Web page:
Clinical features

Cardiomegaly
MedGen UID:
5459
Concept ID:
C0018800
Finding
Increased size of the heart.
Retinopathy
MedGen UID:
11209
Concept ID:
C0035309
Disease or Syndrome
The retina is a layer of tissue in the back of your eye that senses light and sends images to your brain. In the center of this nerve tissue is the macula. It provides the sharp, central vision needed for reading, driving and seeing fine detail. Retinal disorders affect this vital tissue. They can affect your vision, and some can be serious enough to cause blindness. Examples are. -Macular degeneration - a disease that destroys your sharp, central vision. -Diabetic eye disease. -Retinal detachment - a medical emergency, when the retina is pulled away from the back of the eye. -Retinoblastoma - cancer of the retina. It is most common in young children. -Macular pucker - scar tissue on the macula. -Macular hole - a small break in the macula that usually happens to people over 60. -Floaters - cobwebs or specks in your field of vision. NIH: National Eye Institute.
Congenital dyserythropoietic anemia
MedGen UID:
8064
Concept ID:
C0002876
Disease or Syndrome
A type of hypoplastic anemia with congenital onset.
Hemolytic anemia
MedGen UID:
1916
Concept ID:
C0002878
Disease or Syndrome
A condition of inadequate circulating red blood cells (ANEMIA) or insufficient HEMOGLOBIN due to premature destruction of red blood cells (ERYTHROCYTES).
Polycythaemia
MedGen UID:
18552
Concept ID:
C0032461
Disease or Syndrome
Polycythemia is diagnosed if the red blood cell count, the hemoglobin level, and the red blood cell volume all exceed the upper limits of normal.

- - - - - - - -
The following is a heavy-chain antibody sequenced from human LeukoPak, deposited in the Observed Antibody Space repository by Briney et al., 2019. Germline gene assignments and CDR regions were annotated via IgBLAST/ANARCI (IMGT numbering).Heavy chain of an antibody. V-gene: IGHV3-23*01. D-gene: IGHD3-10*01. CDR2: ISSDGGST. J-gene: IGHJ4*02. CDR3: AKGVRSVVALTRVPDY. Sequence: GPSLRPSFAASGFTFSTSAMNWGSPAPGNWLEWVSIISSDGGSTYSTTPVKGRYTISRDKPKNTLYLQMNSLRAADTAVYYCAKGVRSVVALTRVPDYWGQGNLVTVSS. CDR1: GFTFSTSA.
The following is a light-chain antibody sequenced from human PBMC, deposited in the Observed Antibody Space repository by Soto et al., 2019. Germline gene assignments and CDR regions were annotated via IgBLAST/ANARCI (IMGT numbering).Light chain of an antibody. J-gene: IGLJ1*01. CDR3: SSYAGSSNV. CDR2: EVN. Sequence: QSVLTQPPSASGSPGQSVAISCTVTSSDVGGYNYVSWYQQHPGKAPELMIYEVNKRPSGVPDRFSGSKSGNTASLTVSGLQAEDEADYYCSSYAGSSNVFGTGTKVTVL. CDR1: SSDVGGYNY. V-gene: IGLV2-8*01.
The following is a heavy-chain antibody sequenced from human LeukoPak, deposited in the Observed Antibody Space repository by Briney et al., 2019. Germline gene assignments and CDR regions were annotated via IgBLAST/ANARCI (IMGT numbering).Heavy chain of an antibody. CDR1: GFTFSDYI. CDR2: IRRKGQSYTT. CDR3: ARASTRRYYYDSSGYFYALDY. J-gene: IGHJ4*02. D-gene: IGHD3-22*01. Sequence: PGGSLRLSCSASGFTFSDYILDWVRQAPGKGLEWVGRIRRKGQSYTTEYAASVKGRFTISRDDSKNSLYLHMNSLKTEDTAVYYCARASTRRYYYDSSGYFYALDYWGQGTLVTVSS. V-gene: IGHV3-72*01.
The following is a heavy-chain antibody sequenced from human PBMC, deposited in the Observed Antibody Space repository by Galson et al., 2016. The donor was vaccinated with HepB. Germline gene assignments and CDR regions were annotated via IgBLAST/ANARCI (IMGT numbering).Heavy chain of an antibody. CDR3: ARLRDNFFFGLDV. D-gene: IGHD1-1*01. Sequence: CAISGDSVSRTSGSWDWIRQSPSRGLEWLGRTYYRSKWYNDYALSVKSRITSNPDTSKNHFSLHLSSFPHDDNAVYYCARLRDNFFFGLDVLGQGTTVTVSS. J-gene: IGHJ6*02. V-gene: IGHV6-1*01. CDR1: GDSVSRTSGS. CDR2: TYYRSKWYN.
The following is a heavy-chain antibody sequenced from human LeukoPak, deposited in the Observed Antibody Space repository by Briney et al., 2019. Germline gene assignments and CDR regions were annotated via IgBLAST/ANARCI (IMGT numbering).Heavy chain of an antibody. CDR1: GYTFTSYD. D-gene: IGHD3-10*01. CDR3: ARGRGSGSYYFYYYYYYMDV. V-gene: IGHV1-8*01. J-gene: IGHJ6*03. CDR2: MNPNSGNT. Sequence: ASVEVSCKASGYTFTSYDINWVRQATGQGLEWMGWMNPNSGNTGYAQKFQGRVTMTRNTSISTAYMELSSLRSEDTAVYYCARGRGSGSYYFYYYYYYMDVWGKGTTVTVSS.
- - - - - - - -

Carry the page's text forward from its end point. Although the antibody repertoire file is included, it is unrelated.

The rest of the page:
Microcytic anemia
MedGen UID:
39081
Concept ID:
C0085576
Disease or Syndrome
Finberg et al. (2008) referred to this phenotype as iron-refractory iron deficiency anemia (IRIDA) and reviewed the key features: a congenital hypochromic, microcytic anemia; a very low mean corpuscular erythrocyte volume; a low transferrin saturation; abnormal iron absorption characterized by no hematologic improvement following treatment with oral iron; and abnormal iron utilization characterized by a sluggish, incomplete response to parenteral iron. The authors noted that although urinary levels of hepcidin (606464) are typically undetectable in individuals with iron deficiency, in 5 individuals with IRIDA urinary hepcidin/creatinine ratios were within or above the normal range.
Persistence of hemoglobin F
MedGen UID:
68693
Concept ID:
C0239941
Finding
Hemoglobin F (HbF) contains two globin alpha chains and two globin gamma chains. It is the main form of hemoglobin in the fetus during the last seven months of intrauterine development and in the half year of postnatal life. In adults it normally makes up less than one percent of all hemoglobiin. This term refers to an increase in HbF above this limit. In beta thalassemia major, it may represent over 90 percent of all hemoglobin, and in beta thalassemia minor it may make up between 0.5 to 4 percent.
Heinz body anemia
MedGen UID:
148583
Concept ID:
C0700299
Disease or Syndrome
Anemia characterized by abnormal intracellular inclusions, composed of denatured hemoglobin, found on the membrane of red blood cells.
Increased red cell sickling tendency
MedGen UID:
870257
Concept ID:
C4024695
Finding
Macrocytic hemolytic disease
MedGen UID:
870731
Concept ID:
C4025185
Disease or Syndrome
Hematuria
MedGen UID:
5488
Concept ID:
C0018965
Finding
The presence of blood in the urine. Hematuria may be gross hematuria (visible to the naked eye) or microscopic hematuria (detected by dipstick or microscopic examination of the urine).
Priapism
MedGen UID:
19462
Concept ID:
C0033117
Disease or Syndrome
A prolonged painful erection that may lasts hours and is not associated with sexual activity. It is seen in patients with SICKLE CELL ANEMIA, advanced malignancy, spinal trauma; and certain drug treatments.
Impaired renal concentrating ability
MedGen UID:
395351
Concept ID:
C1859819
Finding
A defect in the ability to concentrate the urine.
Cyanosis
MedGen UID:
1189
Concept ID:
C0010520
Sign or Symptom
A bluish or purplish discoloration of the skin and mucous membranes due to an increase in the amount of deoxygenated hemoglobin in the blood or a structural defect in the hemoglobin molecule.
Cholelithiasis
MedGen UID:
3039
Concept ID:
C0008350
Disease or Syndrome